Mbappe is faster than Rapinoe

boys are inherently bigger, faster, and stronger than girls in a competitive setting—a notion that's been challenged by scientists for years.

"Mbappe is faster than Rapinoe," yep, I said it.

A recent article in the Atlantic argued that keeping men’s and women’s competition separate “reinforces the idea that boys are inherently bigger, faster, and stronger than girls in a competitive setting—a notion that’s been challenged by scientists for years.” The article stated that “decades of research have shown that sex is far more complex than we may think. And
though sex differences in sports show advantages for men, researchers today still don’t know how much of this to attribute to biological difference versus the lack of support provided to women athletes to reach their highest potential…”

I was dumbfounded. Researchers do not know how much to “attribute to biological differences?” How about all of it—have you ever watched the NFL? The UFC? What about the NBA? Does anyone really believe that the difference between Lebron James and Diana Taurasi comes down to a “lack of support?” That Megan Rappinhoe could hold her own against Kylian Mbappe if only she had reached her full potential? No. Triple her potential, she still can’t touch Mbappe.

People have lost their minds.

Physically, emotionally, and psychologically, men and women are different, each having their limits, and to say they don’t is plain crazy. Where does this insanity come from? Undergirding this madness is a profound individualism born from the Enlightenment 300+ years ago. The Enlightenment was an intellectual and philosophical movement that dominated Europe in the 17th and 18th centuries. The central doctrines: individual liberty and religious tolerance. The greatest virtues: human happiness and the pursuit of knowledge. Those who ushered in the Enlightenment elevated reason and the senses above Divine revelation. 

Perhaps you have not heard of Voltaire and Rousseau but make no mistake, their influence has largely shaped how we live, love, work, and play today.

Steve Jobs well understood the Enlightenment and Kantian philosophy. In the shadows of Jobs’ greatest invention, the iWorld, you can see Immanuel Kant whispering in Jobs’ ear, Sapere aude (Dare to know). Jobs created a world where everything revolves around you; everything is aimed at making you the center of the universe, especially the products you own (that end up owning you…).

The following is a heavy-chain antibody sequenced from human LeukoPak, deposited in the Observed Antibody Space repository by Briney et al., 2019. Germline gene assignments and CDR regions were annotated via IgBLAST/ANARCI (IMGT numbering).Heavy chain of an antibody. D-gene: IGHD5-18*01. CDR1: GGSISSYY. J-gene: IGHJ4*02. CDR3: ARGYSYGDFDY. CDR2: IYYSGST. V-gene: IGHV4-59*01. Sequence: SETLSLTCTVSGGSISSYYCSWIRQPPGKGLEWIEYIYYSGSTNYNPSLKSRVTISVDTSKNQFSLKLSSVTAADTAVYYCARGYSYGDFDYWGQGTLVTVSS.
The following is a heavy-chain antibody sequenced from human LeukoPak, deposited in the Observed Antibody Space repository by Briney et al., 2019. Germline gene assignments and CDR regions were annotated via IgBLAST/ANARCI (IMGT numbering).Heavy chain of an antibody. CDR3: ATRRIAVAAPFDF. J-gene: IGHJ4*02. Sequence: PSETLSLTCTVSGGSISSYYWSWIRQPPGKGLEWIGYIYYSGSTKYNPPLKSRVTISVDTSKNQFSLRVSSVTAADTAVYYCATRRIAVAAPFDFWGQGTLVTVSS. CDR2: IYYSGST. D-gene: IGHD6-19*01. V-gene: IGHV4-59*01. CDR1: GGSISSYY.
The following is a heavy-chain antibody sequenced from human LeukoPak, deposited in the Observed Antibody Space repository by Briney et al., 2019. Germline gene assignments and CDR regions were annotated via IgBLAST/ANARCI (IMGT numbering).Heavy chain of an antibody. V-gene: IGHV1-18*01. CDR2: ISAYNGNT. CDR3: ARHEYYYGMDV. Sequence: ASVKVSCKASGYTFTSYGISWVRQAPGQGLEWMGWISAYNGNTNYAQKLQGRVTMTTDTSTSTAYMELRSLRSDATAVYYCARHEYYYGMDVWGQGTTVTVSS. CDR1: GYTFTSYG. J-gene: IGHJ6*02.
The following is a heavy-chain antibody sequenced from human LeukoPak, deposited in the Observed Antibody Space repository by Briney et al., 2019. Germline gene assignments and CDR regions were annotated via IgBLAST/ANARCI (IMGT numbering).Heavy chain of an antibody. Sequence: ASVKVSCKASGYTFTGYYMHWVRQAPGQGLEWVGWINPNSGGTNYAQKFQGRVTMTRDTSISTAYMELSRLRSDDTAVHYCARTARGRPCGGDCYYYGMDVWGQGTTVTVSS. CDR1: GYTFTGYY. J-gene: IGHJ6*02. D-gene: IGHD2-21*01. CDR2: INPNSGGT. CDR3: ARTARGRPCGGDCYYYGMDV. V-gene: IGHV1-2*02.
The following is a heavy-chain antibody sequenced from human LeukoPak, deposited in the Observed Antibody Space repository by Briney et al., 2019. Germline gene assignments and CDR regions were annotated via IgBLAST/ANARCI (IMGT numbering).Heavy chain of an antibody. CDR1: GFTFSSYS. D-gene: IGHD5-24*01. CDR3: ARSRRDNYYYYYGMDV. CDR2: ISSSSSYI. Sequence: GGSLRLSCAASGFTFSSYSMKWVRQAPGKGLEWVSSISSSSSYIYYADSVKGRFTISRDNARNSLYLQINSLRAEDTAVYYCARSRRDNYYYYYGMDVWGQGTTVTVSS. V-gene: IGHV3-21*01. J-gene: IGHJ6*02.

We live in a world where self is king. A world where we resent any challenge to our individualism. A world where we are free to think what we want and live as we like. A world where “I am free to be me,” or, as John Stuart Mill wrote, “Over himself, over his own body and mind, the individual is sovereign.”

A world where the highest principle and most prized possession is “me.” A world where one must be true to oneself above all else. A world where we are encouraged to create and establish our own beliefs and morality. A world where the worst thing you can do is conform to some antiquated moral code, one imposed by an outside force—your parents, society, church, or whoever else. To be “authentic,” one must find oneself from within and dampen any light that might undermine one’s “true” identity.

Sociologist Johnathan Grant calls this cultural expression of individualism “the moral wallpaper of our modern world.” We live in a world where no one has the right to question how you choose to decorate; you can, no, you must, “define/design yourself.” A world where Rachel Dolezal, a white woman born to two Caucasian parents, can identify as a black woman.